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Lost your bitcoin password? Call in the crypto-hunters

July 18, 2018

 About $25bn worth of bitcoin is floating out there in the ether, lost or ‘probably lost’

Three-and-a-half years ago, Roger Ver, a bitcoin evangelist so vocal in his support for the cryptocurrency that he was nicknamed the Bitcoin Jesus, showed me how to set up my own online bitcoin wallet. He rounded off his demonstration by giving me £5 worth of the currency. One day, he said, my holdings would be worth more than £1,000.

I thought little more of it — until December last year when bitcoin’s price rocketed and investors raced to cash out. My fiver had ballooned to £400 but there was a problem: to access funds, bitcoin holders need their unique “private key”, a long alphanumeric password that serves a similar purpose to a bank-card PIN. And I had lost mine.

Because of bitcoin’s decentralised nature — the cryptocurrency is not issued or guaranteed by a bank — it is almost impossible to recover these digital keys. There is no customer hotline, no database that holds them, no way to reset them. So a misplaced scrap of paper, missing USB stick or damaged hard drive can cost bitcoin owners dearly.

According to data from the blockchain research company Chainalysis, 3.7 million bitcoin (about $25bn worth), is floating out there in the ether, either lost or “probably lost” — meaning it is in wallets that have been untouched for years, despite the price spike.

Up to two million of this is thought to belong to Satoshi Nakamoto, the currency’s creator, though some argue she or he could just be sitting on it for now. Of the remainder, some owners are locked out of enormous windfalls: according to Chainalysis, 300 wallets contain between 1,000 and 10,000 bitcoin each. I have it easy with my £400; imagine being unable to get your hands on between $6m and $66m.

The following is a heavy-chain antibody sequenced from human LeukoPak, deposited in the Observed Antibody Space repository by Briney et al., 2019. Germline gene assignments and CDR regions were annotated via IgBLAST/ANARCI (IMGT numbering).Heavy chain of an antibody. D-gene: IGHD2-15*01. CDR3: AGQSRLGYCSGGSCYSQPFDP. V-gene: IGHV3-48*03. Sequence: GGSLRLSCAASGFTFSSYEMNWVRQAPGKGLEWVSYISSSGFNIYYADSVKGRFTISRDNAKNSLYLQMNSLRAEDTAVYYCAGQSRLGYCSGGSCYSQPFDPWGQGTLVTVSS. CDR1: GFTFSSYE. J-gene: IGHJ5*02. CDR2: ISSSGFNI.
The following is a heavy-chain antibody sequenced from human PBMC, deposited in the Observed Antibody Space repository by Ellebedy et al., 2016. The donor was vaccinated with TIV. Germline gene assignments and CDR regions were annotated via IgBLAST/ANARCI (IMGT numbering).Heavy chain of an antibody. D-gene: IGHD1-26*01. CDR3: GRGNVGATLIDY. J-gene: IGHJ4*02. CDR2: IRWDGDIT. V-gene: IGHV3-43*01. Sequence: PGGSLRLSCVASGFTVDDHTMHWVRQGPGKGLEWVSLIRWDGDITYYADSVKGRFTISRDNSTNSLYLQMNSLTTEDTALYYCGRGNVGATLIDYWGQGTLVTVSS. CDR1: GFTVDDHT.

It’s no surprise then that a marketplace has sprung up to help anguished souls break back into their treasure troves. There are numerous websites that offer to hack into wallets by “brute force”, using supercomputers to try endless combinations of passwords.

Alternatively, several so-called “crypto-hypnotists” promise to help unlock your subconscious mind so that you can remember where you wrote your password down. Most charge in crypto: South Carolina-based hypnotist Jason Miller demands half a bitcoin upfront, plus 5 per cent of the recovered amount, for three sessions, available over Skype.

Others opt for a more DIY approach. Youssef Sarhan, an Irish entrepreneur who bought several hundred dollars’ worth of bitcoin in 2013, taught himself code in order to write a program to test tens of millions of password combinations. To no avail, he tells me. Worth close to $10,000 in December, his returns would have been “not life-changing — but certainly year-changing”.

Graham Tonkin, chief growth officer at cryptocurrency intelligence firm Mosaic, expects this field of “forensic archaeology” to develop with new tools that we haven’t even thought of yet. More broadly, he notes the “massive growth” of another industry: custodians who will hold cryptocurrencies safely for you.

Many cryptocurrency exchanges now offer custody solutions — but they are juicy targets for hackers. Other more specialised third-party services, such as Vo1t, go to extreme lengths to ensure security for their customers. Think private keys written on paper, then split in two and placed in two separate vaults in bunkers guarded 24/7.

As institutional players begin to dip their toe in the cryptocurrency space, these services are becoming more popular. “The analogy here is with gold,” says Philip Gradwell, Chainalysis’ chief economist. “I don’t keep my gold bars under my bed. I would put them in a vault if I could.” This seems logical — although it appears to go against the mission of the original bitcoin purists, who hoped to create a system of exchange free from any middleman.

Without a simpler way to hold and ensure the safety of crypto assets, it’s hard to see how the digital currency will become more widely adopted for everyday payments. In the meantime, I’m going to have one last hunt for the notebook that might contain my password.


Hannah Murphy

 

 

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